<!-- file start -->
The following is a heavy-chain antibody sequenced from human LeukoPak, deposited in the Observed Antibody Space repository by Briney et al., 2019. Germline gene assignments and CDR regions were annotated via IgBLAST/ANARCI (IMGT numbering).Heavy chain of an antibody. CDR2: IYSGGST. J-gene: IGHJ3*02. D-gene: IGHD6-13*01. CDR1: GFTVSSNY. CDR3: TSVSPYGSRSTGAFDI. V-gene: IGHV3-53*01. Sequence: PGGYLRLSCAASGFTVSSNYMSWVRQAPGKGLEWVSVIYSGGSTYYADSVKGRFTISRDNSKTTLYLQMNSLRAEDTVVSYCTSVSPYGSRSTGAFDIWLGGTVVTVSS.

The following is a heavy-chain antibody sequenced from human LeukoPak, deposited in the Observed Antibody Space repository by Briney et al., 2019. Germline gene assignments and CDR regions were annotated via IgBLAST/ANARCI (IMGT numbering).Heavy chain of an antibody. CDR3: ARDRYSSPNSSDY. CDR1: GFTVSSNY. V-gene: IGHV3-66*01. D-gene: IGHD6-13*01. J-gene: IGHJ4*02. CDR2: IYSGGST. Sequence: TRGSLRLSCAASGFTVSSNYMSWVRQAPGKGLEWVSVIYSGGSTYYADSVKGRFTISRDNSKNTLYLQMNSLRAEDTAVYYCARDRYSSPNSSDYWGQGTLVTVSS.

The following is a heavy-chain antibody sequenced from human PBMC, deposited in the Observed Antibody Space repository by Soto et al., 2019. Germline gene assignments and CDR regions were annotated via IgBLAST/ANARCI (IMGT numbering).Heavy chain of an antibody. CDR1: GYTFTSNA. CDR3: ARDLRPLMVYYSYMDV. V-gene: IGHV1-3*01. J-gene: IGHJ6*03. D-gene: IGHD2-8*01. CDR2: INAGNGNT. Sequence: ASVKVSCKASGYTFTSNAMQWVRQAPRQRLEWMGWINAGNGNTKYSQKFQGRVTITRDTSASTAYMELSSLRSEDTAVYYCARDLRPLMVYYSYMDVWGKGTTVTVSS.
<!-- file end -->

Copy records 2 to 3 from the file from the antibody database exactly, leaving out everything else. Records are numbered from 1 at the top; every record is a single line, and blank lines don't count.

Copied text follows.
The following is a heavy-chain antibody sequenced from human LeukoPak, deposited in the Observed Antibody Space repository by Briney et al., 2019. Germline gene assignments and CDR regions were annotated via IgBLAST/ANARCI (IMGT numbering).Heavy chain of an antibody. CDR3: ARDRYSSPNSSDY. CDR1: GFTVSSNY. V-gene: IGHV3-66*01. D-gene: IGHD6-13*01. J-gene: IGHJ4*02. CDR2: IYSGGST. Sequence: TRGSLRLSCAASGFTVSSNYMSWVRQAPGKGLEWVSVIYSGGSTYYADSVKGRFTISRDNSKNTLYLQMNSLRAEDTAVYYCARDRYSSPNSSDYWGQGTLVTVSS.

The following is a heavy-chain antibody sequenced from human PBMC, deposited in the Observed Antibody Space repository by Soto et al., 2019. Germline gene assignments and CDR regions were annotated via IgBLAST/ANARCI (IMGT numbering).Heavy chain of an antibody. CDR1: GYTFTSNA. CDR3: ARDLRPLMVYYSYMDV. V-gene: IGHV1-3*01. J-gene: IGHJ6*03. D-gene: IGHD2-8*01. CDR2: INAGNGNT. Sequence: ASVKVSCKASGYTFTSNAMQWVRQAPRQRLEWMGWINAGNGNTKYSQKFQGRVTITRDTSASTAYMELSSLRSEDTAVYYCARDLRPLMVYYSYMDVWGKGTTVTVSS.